Rudolf Stolzman accepts Spann's thought in part; and a group of disciples included Andreae, Baxa, Heinrich, and Seidler-Schmid. One outcome was such extreme totalitarian thought as that of Gottl-Ottlilienfeld and others.

Friedrich Lenz (Aufriss der Polilischen Oekonomie, 1927) shows some similarity, in treating economics as concerned with an organic social entity. He follows List in his nationalism, the goal of economics being the nation's welfare, and the means being productive capacities.

Almost the antithesis of the foregoing, Gustav Cassel's work was published in Germany in 1918 as Theoretische Sozialokon-omik, and had great influence. Cassel's concept of economics narrows the field to a study of prices. He would eliminate theory as to causation, motivation, and valuation, and would deal with mathematical equations, which Spann says give us no fresh knowledge and are tautological. Cassel's work caused great debate. The majority of German economists do not accept his thought. Their numerous criticisms range all the way from the point of his logical inconsistency up to his neglect of social and public-control factors.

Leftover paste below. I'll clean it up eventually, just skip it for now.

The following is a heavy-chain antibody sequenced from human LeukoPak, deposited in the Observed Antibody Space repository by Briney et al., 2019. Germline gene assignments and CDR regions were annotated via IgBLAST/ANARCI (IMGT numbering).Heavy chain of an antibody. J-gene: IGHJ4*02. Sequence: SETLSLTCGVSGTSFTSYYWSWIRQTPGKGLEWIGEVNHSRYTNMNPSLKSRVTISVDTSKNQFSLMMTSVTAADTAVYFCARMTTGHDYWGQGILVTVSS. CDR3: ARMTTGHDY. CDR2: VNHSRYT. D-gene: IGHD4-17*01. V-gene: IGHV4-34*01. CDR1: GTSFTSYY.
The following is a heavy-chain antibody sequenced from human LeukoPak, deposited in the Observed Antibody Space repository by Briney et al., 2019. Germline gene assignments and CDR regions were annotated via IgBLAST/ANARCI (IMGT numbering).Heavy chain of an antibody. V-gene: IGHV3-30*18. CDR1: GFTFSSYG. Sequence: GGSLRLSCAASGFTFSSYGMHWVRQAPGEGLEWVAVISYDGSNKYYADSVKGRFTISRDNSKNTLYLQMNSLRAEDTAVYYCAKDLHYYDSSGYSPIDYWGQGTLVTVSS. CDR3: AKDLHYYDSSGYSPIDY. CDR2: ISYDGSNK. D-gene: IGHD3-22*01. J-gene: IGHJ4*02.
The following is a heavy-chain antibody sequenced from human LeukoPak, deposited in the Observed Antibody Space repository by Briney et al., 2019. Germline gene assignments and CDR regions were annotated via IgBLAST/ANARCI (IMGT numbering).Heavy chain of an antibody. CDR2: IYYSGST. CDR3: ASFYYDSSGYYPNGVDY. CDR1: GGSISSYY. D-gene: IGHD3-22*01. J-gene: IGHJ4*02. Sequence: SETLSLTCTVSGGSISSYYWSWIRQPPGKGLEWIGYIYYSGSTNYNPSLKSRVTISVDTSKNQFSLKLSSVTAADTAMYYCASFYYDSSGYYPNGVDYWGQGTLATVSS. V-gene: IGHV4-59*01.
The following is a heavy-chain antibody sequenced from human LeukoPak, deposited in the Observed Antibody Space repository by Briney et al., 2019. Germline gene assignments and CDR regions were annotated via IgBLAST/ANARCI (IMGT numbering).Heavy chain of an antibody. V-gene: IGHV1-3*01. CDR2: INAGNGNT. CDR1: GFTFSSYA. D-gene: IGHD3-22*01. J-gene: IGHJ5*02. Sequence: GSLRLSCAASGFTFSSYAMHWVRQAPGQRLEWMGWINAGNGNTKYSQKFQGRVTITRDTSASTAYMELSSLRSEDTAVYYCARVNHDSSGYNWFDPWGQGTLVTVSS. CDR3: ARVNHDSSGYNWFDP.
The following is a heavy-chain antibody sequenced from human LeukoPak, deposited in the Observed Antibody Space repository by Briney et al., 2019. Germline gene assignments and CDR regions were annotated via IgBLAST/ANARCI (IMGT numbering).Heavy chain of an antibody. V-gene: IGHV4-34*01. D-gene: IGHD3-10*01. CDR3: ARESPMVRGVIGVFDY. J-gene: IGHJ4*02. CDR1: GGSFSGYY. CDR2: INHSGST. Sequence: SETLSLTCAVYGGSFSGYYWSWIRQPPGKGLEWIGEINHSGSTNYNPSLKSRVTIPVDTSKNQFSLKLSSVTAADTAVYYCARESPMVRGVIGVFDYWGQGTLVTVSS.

Between 1920 and World War II, and particularly after the crisis of 1930, came an increased interest in cycle theory and the relation of bank credit thereto. The base for this phase had been laid in 1912 by Schumpeter's Theorie der Wirtschaftlichen Entwickelung. This work treats bank credit as money, and considers it as capital when used in connection with "new" channels of industry. Within limits, therefore, credit creates capital. Interest and profits are considered as existing only under "dynamic" conditions. Banks charge interest only because of their liquidity preference. And interest serves to equilibrate investment and bank credit. Also, Sombart's Der moderne Kapitalismus (1919) treated monetary expansion as a "dynamic" factor.